Although foreign officials at the ceremony called for justice, they did not assign blame. That stood in contrast to Groysman, who denounced what he called “Russian aggression’’ against Ukraine.
As the plane carrying the first bodies took off, a Ukrainian woman waved a hand-drawn sign reading “Judge Putin in the Hague,’’ a reference to President Vladimir Putin of Russia.
The woman, Alexandra Kharchenko, a 39-year-old designer who lives in Kharkiv, said the Russian president should be called before an international tribunal. She accused Putin of encouraging and arming the pro-Russian separatists whom Ukraine and the United States have accused of firing the surface-to-air missile that downed the passenger jet.
“I just want to draw attention to who is ultimately responsible for this crime,’’ Kharchenko said.
The Kremlin and the rebels have repeatedly denied any role in shooting down the Malaysia Airlines plane, which was en route to Kuala Lumpur, Malaysia, from Amsterdam, and have said the blame lies with Ukraine.
A representative for the Dutch government at the farewell ceremony in Kharkiv called for patience in assessing exactly what happened. He cautioned that even identifying the bodies — a task that will be carried out by Dutch specialists at a laboratory in the Netherlands — would be a long and laborious process.
The bodies, held for days by the pro-Russian rebels who control the crash site, were delivered to Kharkiv by rail Tuesday, along with the data and voice recorders from the doomed plane. It will take at least several days for experts to unload five refrigerated railway cars at a Soviet-era tank factory in Kharkiv, place the bodies in coffins and transport them by air to the Netherlands.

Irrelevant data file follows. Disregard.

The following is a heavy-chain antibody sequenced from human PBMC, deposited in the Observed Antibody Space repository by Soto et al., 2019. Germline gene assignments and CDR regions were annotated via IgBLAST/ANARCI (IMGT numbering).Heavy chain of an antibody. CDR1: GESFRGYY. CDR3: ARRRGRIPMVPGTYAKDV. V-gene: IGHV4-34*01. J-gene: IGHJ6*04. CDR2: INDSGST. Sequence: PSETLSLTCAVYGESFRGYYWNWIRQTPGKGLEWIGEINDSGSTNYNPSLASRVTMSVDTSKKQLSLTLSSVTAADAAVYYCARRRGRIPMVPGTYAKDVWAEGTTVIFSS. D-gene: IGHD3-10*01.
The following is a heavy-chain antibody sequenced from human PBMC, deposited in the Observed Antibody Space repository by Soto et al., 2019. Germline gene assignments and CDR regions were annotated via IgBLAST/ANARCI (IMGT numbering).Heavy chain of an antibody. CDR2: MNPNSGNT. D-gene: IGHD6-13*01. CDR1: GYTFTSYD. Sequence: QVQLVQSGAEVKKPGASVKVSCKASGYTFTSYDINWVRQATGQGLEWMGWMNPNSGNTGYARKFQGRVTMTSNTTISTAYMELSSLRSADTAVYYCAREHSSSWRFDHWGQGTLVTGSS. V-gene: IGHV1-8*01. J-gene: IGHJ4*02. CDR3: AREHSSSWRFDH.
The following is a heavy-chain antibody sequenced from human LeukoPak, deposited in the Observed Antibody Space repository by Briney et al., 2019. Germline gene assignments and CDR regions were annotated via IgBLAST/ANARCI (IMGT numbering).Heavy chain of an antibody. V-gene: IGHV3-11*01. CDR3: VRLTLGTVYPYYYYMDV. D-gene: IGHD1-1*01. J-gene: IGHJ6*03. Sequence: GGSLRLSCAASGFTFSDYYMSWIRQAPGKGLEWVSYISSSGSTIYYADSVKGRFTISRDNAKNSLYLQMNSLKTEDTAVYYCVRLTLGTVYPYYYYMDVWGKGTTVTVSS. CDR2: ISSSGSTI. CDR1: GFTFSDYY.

“Today your journey home begins. It will still be a long journey. We have started a process that will take time,’’ said Hans Docter, the Dutch representative. “We have to do this right. The eyes of the world are upon us.’’
In Britain, the Department for Transportation confirmed in a statement Wednesday that both the flight data recorder and the cockpit voice recorder from Malaysia Airlines Flight 17 had been delivered by Dutch investigators to the department’s Air Accidents Investigation Branch.
Representatives of the Dutch Safety Board, who have been asked by Ukraine to lead the technical investigation into the crash, received the recording devices known as black boxes from Malaysian officials who obtained them from rebels Monday and put them on the train carrying bodies to Kharkiv, a government-controlled city. The Dutch delivered them to Britain early Wednesday.
The Netherlands, which had the largest number of citizens aboard Flight 17, took formal control of the inquiry later on Wednesday, following negotiations with the governments of Ukraine and Malaysia, as well as the International Civil Aviation Organization, an arm of the United Nations.
Under international rules, Ukraine, as the country where the accident took place, would normally be first in line to lead the inquiry, followed by Malaysia, as the country in which the aircraft was registered. Both governments exercised their authority to delegate the responsibility to another country.